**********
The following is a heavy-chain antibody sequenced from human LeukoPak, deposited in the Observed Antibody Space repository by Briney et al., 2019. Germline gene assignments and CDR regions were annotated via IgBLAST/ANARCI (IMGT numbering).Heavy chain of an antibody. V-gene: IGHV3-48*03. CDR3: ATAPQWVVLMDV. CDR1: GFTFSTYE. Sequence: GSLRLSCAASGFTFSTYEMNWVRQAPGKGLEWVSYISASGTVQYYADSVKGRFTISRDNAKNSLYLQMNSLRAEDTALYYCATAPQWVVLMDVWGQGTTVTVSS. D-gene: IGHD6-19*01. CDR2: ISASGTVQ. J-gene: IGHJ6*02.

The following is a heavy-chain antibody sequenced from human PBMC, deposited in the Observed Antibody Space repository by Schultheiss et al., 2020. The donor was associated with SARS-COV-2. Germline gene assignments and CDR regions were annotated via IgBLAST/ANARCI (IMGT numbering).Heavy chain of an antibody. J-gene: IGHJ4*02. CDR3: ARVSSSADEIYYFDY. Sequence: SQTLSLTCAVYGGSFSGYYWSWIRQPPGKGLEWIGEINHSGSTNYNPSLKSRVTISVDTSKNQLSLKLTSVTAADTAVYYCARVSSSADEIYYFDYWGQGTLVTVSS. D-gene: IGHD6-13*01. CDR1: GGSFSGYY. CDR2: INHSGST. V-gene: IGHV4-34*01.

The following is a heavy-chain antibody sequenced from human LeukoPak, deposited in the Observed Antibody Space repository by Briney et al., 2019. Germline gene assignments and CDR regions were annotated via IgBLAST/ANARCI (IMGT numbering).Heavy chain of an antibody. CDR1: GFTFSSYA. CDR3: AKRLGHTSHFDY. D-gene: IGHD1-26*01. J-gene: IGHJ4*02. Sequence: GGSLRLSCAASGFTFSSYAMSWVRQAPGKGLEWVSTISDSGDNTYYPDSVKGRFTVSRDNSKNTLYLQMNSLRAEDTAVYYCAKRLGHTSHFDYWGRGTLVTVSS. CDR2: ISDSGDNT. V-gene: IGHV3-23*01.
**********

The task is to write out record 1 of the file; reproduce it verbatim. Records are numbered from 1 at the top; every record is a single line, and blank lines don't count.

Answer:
The following is a heavy-chain antibody sequenced from human LeukoPak, deposited in the Observed Antibody Space repository by Briney et al., 2019. Germline gene assignments and CDR regions were annotated via IgBLAST/ANARCI (IMGT numbering).Heavy chain of an antibody. V-gene: IGHV3-48*03. CDR3: ATAPQWVVLMDV. CDR1: GFTFSTYE. Sequence: GSLRLSCAASGFTFSTYEMNWVRQAPGKGLEWVSYISASGTVQYYADSVKGRFTISRDNAKNSLYLQMNSLRAEDTALYYCATAPQWVVLMDVWGQGTTVTVSS. D-gene: IGHD6-19*01. CDR2: ISASGTVQ. J-gene: IGHJ6*02.